12 Summary of Key Findings 6. Commercial Card objective alignment with company s overall Procure-To-Pay strategy The study found that commercial card program success factors include: Integration of the commercial card as a payment vehicle into the overall Procure-To-Pay strategy Comprehensive training programs that help employees understand the benefits realized by the corporation through use of the commercial card Enforcement, consistent with the corporate culture, of the commercial card for eligible commodities and purchases Development of issuance criteria that target employees who have reason to use the commercial card rather than employing a broad distribution process that would include employees who do not have a need for the card Emerging Procure-To-Pay Trends The study also identified organizationally focused Procure-To-Pay strategic trends. Today, corporations are working to coordinate Accounts Payable, Procurement, and Strategic Sourcing activities, and are modifying their processes to improve information sharing. Center-led management of these disciplines supports optimal vendor selection, negotiation, and management. The 50 companies that participated in this study provided detailed insights into their current and future Procure-To-Pay goals. Study responses highlighted three emerging Procure-To-Pay trends. e-auctions e-auction applications, if not already in use, will soon be deployed by a larger percentage of this study s survey participants. Seventeen percent of study participants have already implemented an e-auction solution. An additional 22 percent of participants indicated that they plan to implement e-auctions in the next two years. While e-auctions will continue to play a role in procuring indirect and direct commodities, companies have not developed Procure-To-Pay strategies that optimize use of the commercial card as an e-auction settlement option. Benchmarking Leading companies have created a group of benchmarking partners. This group often includes companies outside of their industry as well as companies with which they may have a complementary relationship i.e., suppliers or vendors. Some companies will use third-party companies to conduct blind benchmarking studies against their immediate competitors. Additionally, leading companies participate in external benchmarking studies e.g., Forrester, IDC, Gartner, or ISM, on a periodic basis. Internet Applications for Booking and Reporting Travel and Entertainment Use of the Internet for booking travel and generating expense reports continues to increase. Companies report anticipated process savings of 80 percent as well as a significant reduction in data entry errors. Study statistics indicate: 40 percent of companies surveyed have already implemented Web-based booking; another 10 percent plan to in the next two years 26 percent of companies surveyed have implemented automated expense reporting 36 percent of companies plan to implement an automated expense reporting application in the next two years 11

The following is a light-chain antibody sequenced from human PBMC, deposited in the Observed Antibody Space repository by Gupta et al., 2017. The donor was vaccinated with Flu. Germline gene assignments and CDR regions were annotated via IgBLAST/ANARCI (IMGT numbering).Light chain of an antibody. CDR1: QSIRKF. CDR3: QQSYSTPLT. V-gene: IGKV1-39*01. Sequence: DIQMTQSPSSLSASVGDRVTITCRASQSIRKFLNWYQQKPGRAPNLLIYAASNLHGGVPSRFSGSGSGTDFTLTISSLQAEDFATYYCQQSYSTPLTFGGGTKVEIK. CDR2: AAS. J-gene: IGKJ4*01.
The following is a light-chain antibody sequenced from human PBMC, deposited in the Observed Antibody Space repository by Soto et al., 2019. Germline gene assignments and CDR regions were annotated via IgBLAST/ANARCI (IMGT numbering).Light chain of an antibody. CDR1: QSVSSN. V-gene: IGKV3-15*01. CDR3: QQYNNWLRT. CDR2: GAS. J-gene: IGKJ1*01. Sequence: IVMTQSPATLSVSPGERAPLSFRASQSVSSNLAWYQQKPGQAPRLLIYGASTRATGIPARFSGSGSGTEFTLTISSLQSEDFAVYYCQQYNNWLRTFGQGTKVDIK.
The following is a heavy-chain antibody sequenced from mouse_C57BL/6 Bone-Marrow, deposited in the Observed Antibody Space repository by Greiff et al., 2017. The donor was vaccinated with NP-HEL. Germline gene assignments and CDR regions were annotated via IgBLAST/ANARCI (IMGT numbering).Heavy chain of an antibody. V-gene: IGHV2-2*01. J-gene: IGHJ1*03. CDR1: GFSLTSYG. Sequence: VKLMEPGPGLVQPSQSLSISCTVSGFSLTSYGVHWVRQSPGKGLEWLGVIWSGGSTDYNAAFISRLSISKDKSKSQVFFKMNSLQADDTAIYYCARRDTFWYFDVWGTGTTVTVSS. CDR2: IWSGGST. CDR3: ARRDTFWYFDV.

13 Summary of Key Findings Benefits from Implementation Study participants that have adopted the best practices outlined in Visa s Procure-To-Pay Practices have achieved significant quantitative and qualitative benefits. Select companies have individually achieved the following: 80 percent of suppliers are under contract 90 percent of all spend with preferred vendors 75 percent of office supplies purchased through e-procurement 75 percent of e-procurement orders paid using the purchasing card 71 percent of payments are automated 98 percent compliance with audit criteria 90 percent of all trips booked through an in-house Web tool 29 percent discount on negotiated airline rates The table below reflects the performance, challenges, and benefits of companies based on their incorporation of the six key findings: Leading Company Key Practices Proactive, Ongoing Senior Sponsorship Level of Incorporation Low-Adopter Little or no senior sponsorship No clear line of communication between Procurement, A/P, and senior management Inability to advance Procure-To-Pay initiatives Common Some senior sponsorship of key Procurement initiatives Infrequent communication e.g., annually, with senior management Limited advancement of Procure-To-Pay initiatives Leading Senior sponsorship of many Procurement initiatives Periodic upward reporting to senior management Frequent communication between Procurement, A/P, and business units Advanced Visible senior sponsorship of the overall Procure-To-Pay strategy and all related initiatives Procurement and A/P department heads report directly to senior management Quarterly progress review of goals and objectives Section I Executive Summary 12